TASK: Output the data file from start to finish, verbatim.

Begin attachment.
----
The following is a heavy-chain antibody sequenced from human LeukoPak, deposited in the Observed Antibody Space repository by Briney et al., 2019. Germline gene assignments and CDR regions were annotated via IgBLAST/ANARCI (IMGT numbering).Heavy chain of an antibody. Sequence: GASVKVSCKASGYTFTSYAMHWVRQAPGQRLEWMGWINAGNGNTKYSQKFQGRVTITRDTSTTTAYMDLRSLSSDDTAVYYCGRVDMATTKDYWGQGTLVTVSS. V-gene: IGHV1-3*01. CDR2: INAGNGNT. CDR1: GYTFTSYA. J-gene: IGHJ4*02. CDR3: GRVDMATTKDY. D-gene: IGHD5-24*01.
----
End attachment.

The following is a heavy-chain antibody sequenced from human LeukoPak, deposited in the Observed Antibody Space repository by Briney et al., 2019. Germline gene assignments and CDR regions were annotated via IgBLAST/ANARCI (IMGT numbering).Heavy chain of an antibody. Sequence: GASVKVSCKASGYTFTSYAMHWVRQAPGQRLEWMGWINAGNGNTKYSQKFQGRVTITRDTSTTTAYMDLRSLSSDDTAVYYCGRVDMATTKDYWGQGTLVTVSS. V-gene: IGHV1-3*01. CDR2: INAGNGNT. CDR1: GYTFTSYA. J-gene: IGHJ4*02. CDR3: GRVDMATTKDY. D-gene: IGHD5-24*01.